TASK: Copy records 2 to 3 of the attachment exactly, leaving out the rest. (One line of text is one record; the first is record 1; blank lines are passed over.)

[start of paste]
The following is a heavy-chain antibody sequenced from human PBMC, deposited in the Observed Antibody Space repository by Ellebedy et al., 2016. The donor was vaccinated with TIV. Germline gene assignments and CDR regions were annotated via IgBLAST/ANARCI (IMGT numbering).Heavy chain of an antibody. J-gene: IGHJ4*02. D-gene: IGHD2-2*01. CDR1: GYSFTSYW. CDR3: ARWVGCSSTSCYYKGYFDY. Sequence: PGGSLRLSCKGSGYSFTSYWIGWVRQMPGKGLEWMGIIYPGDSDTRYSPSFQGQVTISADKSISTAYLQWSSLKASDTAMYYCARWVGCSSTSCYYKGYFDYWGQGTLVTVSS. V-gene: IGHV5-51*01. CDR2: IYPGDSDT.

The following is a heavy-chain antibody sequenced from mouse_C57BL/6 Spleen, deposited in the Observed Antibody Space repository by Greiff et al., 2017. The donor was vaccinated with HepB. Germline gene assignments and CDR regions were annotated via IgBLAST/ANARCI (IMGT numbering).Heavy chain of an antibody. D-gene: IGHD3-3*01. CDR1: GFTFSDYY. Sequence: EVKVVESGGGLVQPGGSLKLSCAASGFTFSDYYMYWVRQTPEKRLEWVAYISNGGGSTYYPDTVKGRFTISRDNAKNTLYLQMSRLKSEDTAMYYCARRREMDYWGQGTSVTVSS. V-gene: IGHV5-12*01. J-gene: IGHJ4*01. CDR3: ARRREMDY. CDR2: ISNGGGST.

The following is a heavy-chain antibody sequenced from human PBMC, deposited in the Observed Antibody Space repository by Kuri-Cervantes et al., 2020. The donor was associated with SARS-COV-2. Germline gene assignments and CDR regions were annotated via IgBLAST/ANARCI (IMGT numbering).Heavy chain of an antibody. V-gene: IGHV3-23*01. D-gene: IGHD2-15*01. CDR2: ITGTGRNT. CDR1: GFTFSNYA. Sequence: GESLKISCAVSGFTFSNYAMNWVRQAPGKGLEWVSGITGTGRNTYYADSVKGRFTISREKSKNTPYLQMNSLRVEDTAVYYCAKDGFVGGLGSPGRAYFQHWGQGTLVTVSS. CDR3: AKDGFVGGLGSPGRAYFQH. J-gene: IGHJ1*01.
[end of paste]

The following is a heavy-chain antibody sequenced from mouse_C57BL/6 Spleen, deposited in the Observed Antibody Space repository by Greiff et al., 2017. The donor was vaccinated with HepB. Germline gene assignments and CDR regions were annotated via IgBLAST/ANARCI (IMGT numbering).Heavy chain of an antibody. D-gene: IGHD3-3*01. CDR1: GFTFSDYY. Sequence: EVKVVESGGGLVQPGGSLKLSCAASGFTFSDYYMYWVRQTPEKRLEWVAYISNGGGSTYYPDTVKGRFTISRDNAKNTLYLQMSRLKSEDTAMYYCARRREMDYWGQGTSVTVSS. V-gene: IGHV5-12*01. J-gene: IGHJ4*01. CDR3: ARRREMDY. CDR2: ISNGGGST.

The following is a heavy-chain antibody sequenced from human PBMC, deposited in the Observed Antibody Space repository by Kuri-Cervantes et al., 2020. The donor was associated with SARS-COV-2. Germline gene assignments and CDR regions were annotated via IgBLAST/ANARCI (IMGT numbering).Heavy chain of an antibody. V-gene: IGHV3-23*01. D-gene: IGHD2-15*01. CDR2: ITGTGRNT. CDR1: GFTFSNYA. Sequence: GESLKISCAVSGFTFSNYAMNWVRQAPGKGLEWVSGITGTGRNTYYADSVKGRFTISREKSKNTPYLQMNSLRVEDTAVYYCAKDGFVGGLGSPGRAYFQHWGQGTLVTVSS. CDR3: AKDGFVGGLGSPGRAYFQH. J-gene: IGHJ1*01.